Category: Products


Getting Started with the Internet of Things Book

Our friends from Oberon microsystems (who designed yaler), just released a tech book (just like we love) about they experience with hacking around the Internet of Things. The book called “Getting Started with the Internet of Things” which is publish by our favorite nerditors O’Reilly Media is available in PDF and paper, and is written by Cuno Pfister.


Architecting the Internet of Things has a Book

Dear readers, First of all let us apologize for the infrequent posts. We are both in “final PhD writing mode” which is a rather time-consuming activity right in a time where the Web of Things is getting a real hot topic! 😉 Hence, only a small post to point you to a book. In an earlier post, we presented the Web of Things cookbook, which is in fact part of a book that just got published called: “Architecting the Internet of Things”.


EPC Cloud: Simplifying the Internet of Things Thanks to Web Patterns: Cloud Computing & REST (Part 1/3)

Part 1: Cloud & REST | Part 2: HTML5 WebSockets | Part 3: Physical Mashups Since last summer, I had the chance to work at the MIT Laboratory for Manufacturing and Productivity (LMP) in the Auto-ID Labs sub-group, working with the lab associate director Christian Floerkemeier and Prof. Sanjay Sarma. Six month after the beginning of the project we reached a fist milestone and thought it would be good to wrap up what we did there. The idea of the project is to study how Web and Web of Things blueprints (i.e., architectural patterns) can help to foster the adoption...


Companies Making the WoT: Unboxing the New SunSpots

Over the last few years we had the chance (and increasingly have) to meet plenty of WoT researchers but also people who work for companies developing Web of Things software and products. This is the first in a series of posts where want to share with you a few companies and their people that we had the chance to visit and liked a lot.


OpenPicus gets an IDE

Besides the fact that we are big Sun SPOTs fans, we also got increasingly more interested in the OpenPicus platform, not only because the constant motivation of the project founder Claudio Carnevali is impressive but mostly because the FlyPort (the OpenPicus wireless sensor node) is featuring a WiFi module and a Webserver (according to them our WoT community influenced them on that point) which makes it a nice, compliant, Web of Things device. 😉


EPCIS Webadapter: RFID “à la” Web of Things is Open-Sourced

A few weeks ago we described our framework for making the standard RFID network (EPC Network) part of the Web of Things. We are happy to announce that the framework was accepted to be part of the leading Open Source RFID infrastructure (Fosstrak) and is available on the Fosstrak forge. In order to foster adoption we created two useful resources, in the user and developer guide you’ll find a detailed description of the API and install procedure (basically 4 clicks if you already have a running Tomcat instance). Additionally, an introduction video details the features of the framework and showcases...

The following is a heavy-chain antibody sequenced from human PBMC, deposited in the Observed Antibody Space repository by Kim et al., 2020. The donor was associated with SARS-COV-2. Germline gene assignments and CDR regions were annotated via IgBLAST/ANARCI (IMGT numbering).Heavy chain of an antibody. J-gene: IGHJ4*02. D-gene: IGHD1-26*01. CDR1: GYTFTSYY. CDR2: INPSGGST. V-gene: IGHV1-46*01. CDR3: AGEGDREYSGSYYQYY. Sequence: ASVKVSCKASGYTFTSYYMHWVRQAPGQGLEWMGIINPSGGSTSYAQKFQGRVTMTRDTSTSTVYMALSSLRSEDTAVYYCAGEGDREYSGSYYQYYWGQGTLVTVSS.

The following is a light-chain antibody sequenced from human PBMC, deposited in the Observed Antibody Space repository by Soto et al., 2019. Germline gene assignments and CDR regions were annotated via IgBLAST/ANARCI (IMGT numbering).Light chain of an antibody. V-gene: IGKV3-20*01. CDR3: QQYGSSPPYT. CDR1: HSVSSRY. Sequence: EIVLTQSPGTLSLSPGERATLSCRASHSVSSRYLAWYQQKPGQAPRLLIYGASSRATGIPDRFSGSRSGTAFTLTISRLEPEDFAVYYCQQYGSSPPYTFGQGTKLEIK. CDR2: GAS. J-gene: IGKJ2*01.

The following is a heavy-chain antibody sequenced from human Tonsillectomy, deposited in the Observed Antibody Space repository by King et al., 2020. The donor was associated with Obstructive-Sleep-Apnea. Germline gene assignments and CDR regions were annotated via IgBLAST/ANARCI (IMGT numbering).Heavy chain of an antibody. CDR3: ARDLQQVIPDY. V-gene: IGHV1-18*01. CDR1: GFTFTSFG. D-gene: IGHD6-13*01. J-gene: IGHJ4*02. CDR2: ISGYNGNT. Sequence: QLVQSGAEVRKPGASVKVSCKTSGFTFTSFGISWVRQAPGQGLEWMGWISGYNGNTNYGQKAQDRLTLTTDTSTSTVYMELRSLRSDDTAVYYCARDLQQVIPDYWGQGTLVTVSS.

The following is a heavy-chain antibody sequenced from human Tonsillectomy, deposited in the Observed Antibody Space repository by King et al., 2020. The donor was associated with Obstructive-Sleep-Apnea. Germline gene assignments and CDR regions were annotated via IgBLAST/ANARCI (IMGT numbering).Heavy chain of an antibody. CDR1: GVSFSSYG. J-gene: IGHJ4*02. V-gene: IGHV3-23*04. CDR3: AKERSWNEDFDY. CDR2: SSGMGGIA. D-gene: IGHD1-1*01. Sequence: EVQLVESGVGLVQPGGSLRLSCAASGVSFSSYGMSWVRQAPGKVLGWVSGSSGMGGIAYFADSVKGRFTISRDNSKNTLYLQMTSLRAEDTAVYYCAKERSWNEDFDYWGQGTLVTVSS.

RFID for the REST of us! 0

RFID for the REST of us!

In our second talk at IoT 2010 we presented a project we kept warm (and working on) for a little while now: bringing RFID to the Web. Not RFID in the sense of small RFID readers like the nice phidget reader meant for prototyping, but the world of standardized RFID networks and in particular the EPC (Electronic Product Code) Network and its EPCIS (Information Service). The Electronic Product Code Information Service (EPCIS) is a standard which defines interfaces enabling RFID events to be captured and queried. The query interface, implemented with WS-* Web services, enables business applications to consume and...

Welcoming the Sun SPOTs to the Web of Things 0

Welcoming the Sun SPOTs to the Web of Things

It’s a known fact that we (or at least) love Sun SPOTs. Not the ones on the sun but the Sensor nodes developed by Sun Labs (now/soon Oracle Labs?) a couple of years ago. Speaking Java better than any language out there (including French ;-)), when the first fully-natively-java Wireless Sensor Nodes came out you can imagine my joy. Since then I can’t remember a paper we wrote that does not use Spots in its prototype! We worked quite a lot with them, created several stacks to make them “Web-enabled” and RESTful, to make them part of the Web of...

When “Dumb” Things Join the WoT: The Art of Barcode Scanning 2

When “Dumb” Things Join the WoT: The Art of Barcode Scanning

Ok, so we talked a lot about integrating sensor nodes to the Web, then about integrating home appliances to the Web or about integrating industrial machines to the Web. How about simple, dumb, traditional objects? Well the community is working on it! As an example, one of our latest projects is to Web-enable the global RFID networks (EPC) so that every RFID-tagged object becomes a true citizen of the World Wide Web (see our paper at IoT 2010). I’ll tell you more about this project soon but meanwhile I want to talk about even more dumb objects: those tagged with...

Prepare your submissions: Workshop on the Urban Internet of Things, Tokyo 0

Prepare your submissions: Workshop on the Urban Internet of Things, Tokyo

We are organizing the First International Workshop on the Urban Internet of Things at the IOT 2010 conference, at the end of this month, and we would love to invite you all to submitting a demo or a paper. Unlike the WoT2010 which brought together WoT researchers, we emphasize here concrete applications practical solutions that can be built on top of WoT. We particularly welcome real-world deployments that can highlight the plus/minuses of using WoT as infrastructure for a scalable urban-scale data collection and processing. We would like to bring closer practitioners in the area of smart cities (industries that...